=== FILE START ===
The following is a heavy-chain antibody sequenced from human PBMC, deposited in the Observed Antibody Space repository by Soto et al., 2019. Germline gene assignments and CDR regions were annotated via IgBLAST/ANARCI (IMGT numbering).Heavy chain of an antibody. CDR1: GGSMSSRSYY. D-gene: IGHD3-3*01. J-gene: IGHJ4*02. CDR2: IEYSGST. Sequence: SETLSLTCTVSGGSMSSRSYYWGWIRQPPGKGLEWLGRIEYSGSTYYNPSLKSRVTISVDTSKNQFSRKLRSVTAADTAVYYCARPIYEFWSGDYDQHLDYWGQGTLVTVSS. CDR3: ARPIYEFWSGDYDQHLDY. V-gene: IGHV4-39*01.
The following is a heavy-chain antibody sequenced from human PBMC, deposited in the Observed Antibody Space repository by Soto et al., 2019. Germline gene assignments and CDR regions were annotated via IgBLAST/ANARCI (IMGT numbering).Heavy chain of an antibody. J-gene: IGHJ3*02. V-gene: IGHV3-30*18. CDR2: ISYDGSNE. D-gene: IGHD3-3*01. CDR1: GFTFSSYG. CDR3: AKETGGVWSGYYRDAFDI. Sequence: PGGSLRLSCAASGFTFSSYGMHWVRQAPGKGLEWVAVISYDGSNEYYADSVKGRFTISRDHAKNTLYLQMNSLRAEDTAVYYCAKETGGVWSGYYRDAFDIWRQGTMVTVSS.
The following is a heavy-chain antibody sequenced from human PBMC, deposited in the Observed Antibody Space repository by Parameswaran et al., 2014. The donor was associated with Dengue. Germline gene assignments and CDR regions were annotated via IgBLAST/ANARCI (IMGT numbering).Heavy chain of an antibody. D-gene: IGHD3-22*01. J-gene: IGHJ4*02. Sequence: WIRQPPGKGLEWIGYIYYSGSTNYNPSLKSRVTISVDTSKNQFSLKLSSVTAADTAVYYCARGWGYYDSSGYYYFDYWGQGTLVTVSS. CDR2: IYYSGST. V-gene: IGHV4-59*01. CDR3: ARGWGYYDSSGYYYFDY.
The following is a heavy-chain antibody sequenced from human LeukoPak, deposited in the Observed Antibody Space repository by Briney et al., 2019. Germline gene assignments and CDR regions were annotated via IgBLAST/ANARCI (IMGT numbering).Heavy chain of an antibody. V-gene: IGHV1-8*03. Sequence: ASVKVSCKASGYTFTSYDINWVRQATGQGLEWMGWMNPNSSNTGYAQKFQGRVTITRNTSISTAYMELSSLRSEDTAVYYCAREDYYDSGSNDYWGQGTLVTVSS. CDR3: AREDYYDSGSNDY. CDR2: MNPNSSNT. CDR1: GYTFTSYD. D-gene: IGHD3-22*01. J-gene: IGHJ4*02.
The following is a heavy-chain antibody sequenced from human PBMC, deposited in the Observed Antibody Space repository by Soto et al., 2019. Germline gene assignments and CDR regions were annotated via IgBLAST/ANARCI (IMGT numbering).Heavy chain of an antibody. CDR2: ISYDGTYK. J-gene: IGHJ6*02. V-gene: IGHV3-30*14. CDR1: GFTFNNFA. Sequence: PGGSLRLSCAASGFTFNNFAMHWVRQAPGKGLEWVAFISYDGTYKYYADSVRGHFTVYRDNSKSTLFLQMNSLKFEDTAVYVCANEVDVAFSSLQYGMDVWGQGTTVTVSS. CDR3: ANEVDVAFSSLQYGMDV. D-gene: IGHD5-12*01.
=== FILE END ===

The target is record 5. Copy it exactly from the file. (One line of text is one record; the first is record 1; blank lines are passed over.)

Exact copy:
The following is a heavy-chain antibody sequenced from human PBMC, deposited in the Observed Antibody Space repository by Soto et al., 2019. Germline gene assignments and CDR regions were annotated via IgBLAST/ANARCI (IMGT numbering).Heavy chain of an antibody. CDR2: ISYDGTYK. J-gene: IGHJ6*02. V-gene: IGHV3-30*14. CDR1: GFTFNNFA. Sequence: PGGSLRLSCAASGFTFNNFAMHWVRQAPGKGLEWVAFISYDGTYKYYADSVRGHFTVYRDNSKSTLFLQMNSLKFEDTAVYVCANEVDVAFSSLQYGMDVWGQGTTVTVSS. CDR3: ANEVDVAFSSLQYGMDV. D-gene: IGHD5-12*01.